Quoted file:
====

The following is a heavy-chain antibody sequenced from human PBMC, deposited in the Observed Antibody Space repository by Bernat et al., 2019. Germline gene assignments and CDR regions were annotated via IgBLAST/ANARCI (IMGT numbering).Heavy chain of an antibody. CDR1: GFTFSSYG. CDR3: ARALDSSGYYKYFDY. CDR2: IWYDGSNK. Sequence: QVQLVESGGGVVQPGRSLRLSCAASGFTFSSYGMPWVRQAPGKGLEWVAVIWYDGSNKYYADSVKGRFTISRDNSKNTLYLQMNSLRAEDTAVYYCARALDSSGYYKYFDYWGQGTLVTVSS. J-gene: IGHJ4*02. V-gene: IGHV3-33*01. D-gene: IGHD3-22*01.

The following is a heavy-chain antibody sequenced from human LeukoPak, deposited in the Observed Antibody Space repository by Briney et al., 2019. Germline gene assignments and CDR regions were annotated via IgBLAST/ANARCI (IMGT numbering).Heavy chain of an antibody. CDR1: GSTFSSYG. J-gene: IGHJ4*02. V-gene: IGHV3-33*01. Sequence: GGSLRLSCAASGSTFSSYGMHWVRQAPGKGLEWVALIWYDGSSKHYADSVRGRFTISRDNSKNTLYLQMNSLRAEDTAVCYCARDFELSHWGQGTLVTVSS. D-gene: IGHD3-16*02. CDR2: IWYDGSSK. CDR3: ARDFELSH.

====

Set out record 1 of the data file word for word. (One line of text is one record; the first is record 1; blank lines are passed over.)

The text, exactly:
The following is a heavy-chain antibody sequenced from human PBMC, deposited in the Observed Antibody Space repository by Bernat et al., 2019. Germline gene assignments and CDR regions were annotated via IgBLAST/ANARCI (IMGT numbering).Heavy chain of an antibody. CDR1: GFTFSSYG. CDR3: ARALDSSGYYKYFDY. CDR2: IWYDGSNK. Sequence: QVQLVESGGGVVQPGRSLRLSCAASGFTFSSYGMPWVRQAPGKGLEWVAVIWYDGSNKYYADSVKGRFTISRDNSKNTLYLQMNSLRAEDTAVYYCARALDSSGYYKYFDYWGQGTLVTVSS. J-gene: IGHJ4*02. V-gene: IGHV3-33*01. D-gene: IGHD3-22*01.